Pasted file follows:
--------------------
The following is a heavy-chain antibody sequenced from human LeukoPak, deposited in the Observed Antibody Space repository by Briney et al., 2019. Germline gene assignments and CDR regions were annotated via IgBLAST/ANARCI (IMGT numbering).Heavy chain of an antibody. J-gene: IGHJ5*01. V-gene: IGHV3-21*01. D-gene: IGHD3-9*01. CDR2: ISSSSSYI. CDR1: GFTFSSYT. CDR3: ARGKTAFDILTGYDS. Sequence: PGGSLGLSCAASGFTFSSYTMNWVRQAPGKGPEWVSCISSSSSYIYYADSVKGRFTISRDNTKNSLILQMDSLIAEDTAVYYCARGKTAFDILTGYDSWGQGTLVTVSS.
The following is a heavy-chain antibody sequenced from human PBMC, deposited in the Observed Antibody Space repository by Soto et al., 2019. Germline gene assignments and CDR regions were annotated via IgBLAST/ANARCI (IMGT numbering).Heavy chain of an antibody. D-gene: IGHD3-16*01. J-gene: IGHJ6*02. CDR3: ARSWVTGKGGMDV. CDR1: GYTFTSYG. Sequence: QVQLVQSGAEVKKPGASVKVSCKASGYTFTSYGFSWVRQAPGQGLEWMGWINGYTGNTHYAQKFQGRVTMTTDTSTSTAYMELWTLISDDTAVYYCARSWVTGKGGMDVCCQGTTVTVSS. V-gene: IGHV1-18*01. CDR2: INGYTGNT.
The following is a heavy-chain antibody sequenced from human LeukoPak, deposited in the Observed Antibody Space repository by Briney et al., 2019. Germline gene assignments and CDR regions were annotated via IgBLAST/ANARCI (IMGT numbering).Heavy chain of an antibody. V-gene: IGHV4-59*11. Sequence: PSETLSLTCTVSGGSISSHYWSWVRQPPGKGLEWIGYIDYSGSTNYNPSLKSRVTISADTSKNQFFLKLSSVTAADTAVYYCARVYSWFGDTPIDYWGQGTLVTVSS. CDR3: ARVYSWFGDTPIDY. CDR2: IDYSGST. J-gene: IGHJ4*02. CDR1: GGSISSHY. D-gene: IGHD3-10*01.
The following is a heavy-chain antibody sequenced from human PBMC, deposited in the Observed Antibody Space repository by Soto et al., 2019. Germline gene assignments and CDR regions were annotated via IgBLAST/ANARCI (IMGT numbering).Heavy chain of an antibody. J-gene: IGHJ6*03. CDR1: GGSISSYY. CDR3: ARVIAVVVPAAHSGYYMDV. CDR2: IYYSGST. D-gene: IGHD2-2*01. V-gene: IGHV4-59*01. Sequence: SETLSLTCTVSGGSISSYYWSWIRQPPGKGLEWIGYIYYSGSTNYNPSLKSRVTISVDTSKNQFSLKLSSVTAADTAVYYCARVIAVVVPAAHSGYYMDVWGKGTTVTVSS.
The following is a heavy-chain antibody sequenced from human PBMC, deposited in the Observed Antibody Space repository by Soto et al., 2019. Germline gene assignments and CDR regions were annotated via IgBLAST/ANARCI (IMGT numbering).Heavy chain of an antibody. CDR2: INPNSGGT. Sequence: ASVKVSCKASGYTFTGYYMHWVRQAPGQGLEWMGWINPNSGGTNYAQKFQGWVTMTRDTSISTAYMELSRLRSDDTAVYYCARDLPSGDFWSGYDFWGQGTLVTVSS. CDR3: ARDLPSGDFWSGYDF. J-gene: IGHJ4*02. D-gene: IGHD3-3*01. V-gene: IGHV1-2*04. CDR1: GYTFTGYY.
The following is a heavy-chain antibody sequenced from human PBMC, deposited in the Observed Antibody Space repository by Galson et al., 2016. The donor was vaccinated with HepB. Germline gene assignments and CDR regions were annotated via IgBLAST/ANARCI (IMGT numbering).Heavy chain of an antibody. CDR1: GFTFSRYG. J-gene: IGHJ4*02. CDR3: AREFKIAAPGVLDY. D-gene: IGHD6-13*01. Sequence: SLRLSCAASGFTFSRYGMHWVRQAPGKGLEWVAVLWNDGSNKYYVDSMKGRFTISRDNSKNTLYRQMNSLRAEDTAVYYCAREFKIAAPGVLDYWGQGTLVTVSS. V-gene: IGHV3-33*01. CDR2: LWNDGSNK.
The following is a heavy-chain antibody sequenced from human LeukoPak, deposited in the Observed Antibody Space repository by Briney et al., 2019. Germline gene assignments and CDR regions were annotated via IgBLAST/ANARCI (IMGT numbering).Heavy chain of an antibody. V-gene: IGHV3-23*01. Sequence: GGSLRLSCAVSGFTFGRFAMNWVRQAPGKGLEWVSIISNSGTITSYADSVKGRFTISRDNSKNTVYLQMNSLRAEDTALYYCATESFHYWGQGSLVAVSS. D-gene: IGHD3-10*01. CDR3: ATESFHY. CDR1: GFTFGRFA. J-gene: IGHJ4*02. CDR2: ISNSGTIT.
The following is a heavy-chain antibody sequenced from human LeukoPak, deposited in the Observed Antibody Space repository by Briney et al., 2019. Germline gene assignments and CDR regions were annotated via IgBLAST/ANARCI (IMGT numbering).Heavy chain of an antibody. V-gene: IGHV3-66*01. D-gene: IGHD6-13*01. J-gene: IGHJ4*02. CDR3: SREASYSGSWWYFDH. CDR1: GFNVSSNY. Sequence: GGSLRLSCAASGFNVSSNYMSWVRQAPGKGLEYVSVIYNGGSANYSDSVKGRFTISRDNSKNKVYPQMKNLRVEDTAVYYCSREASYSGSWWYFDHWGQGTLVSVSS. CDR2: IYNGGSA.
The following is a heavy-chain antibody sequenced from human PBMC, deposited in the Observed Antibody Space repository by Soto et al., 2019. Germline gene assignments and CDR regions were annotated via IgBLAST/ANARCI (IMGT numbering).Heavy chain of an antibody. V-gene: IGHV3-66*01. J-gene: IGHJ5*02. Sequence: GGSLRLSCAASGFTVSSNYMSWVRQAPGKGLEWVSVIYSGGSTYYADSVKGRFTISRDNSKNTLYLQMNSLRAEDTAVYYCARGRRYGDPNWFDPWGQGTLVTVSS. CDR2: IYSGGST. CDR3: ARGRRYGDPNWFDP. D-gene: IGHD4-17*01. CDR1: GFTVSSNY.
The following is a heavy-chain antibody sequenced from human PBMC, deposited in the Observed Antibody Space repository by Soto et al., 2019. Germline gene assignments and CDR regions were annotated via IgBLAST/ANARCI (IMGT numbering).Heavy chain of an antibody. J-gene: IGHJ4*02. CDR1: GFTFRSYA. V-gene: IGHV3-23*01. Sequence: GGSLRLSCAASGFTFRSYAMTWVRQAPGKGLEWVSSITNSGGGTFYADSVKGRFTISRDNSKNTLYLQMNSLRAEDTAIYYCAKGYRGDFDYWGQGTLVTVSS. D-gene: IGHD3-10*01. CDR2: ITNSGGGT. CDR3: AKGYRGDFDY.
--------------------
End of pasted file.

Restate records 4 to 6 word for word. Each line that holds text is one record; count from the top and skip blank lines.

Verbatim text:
The following is a heavy-chain antibody sequenced from human PBMC, deposited in the Observed Antibody Space repository by Soto et al., 2019. Germline gene assignments and CDR regions were annotated via IgBLAST/ANARCI (IMGT numbering).Heavy chain of an antibody. J-gene: IGHJ6*03. CDR1: GGSISSYY. CDR3: ARVIAVVVPAAHSGYYMDV. CDR2: IYYSGST. D-gene: IGHD2-2*01. V-gene: IGHV4-59*01. Sequence: SETLSLTCTVSGGSISSYYWSWIRQPPGKGLEWIGYIYYSGSTNYNPSLKSRVTISVDTSKNQFSLKLSSVTAADTAVYYCARVIAVVVPAAHSGYYMDVWGKGTTVTVSS.
The following is a heavy-chain antibody sequenced from human PBMC, deposited in the Observed Antibody Space repository by Soto et al., 2019. Germline gene assignments and CDR regions were annotated via IgBLAST/ANARCI (IMGT numbering).Heavy chain of an antibody. CDR2: INPNSGGT. Sequence: ASVKVSCKASGYTFTGYYMHWVRQAPGQGLEWMGWINPNSGGTNYAQKFQGWVTMTRDTSISTAYMELSRLRSDDTAVYYCARDLPSGDFWSGYDFWGQGTLVTVSS. CDR3: ARDLPSGDFWSGYDF. J-gene: IGHJ4*02. D-gene: IGHD3-3*01. V-gene: IGHV1-2*04. CDR1: GYTFTGYY.
The following is a heavy-chain antibody sequenced from human PBMC, deposited in the Observed Antibody Space repository by Galson et al., 2016. The donor was vaccinated with HepB. Germline gene assignments and CDR regions were annotated via IgBLAST/ANARCI (IMGT numbering).Heavy chain of an antibody. CDR1: GFTFSRYG. J-gene: IGHJ4*02. CDR3: AREFKIAAPGVLDY. D-gene: IGHD6-13*01. Sequence: SLRLSCAASGFTFSRYGMHWVRQAPGKGLEWVAVLWNDGSNKYYVDSMKGRFTISRDNSKNTLYRQMNSLRAEDTAVYYCAREFKIAAPGVLDYWGQGTLVTVSS. V-gene: IGHV3-33*01. CDR2: LWNDGSNK.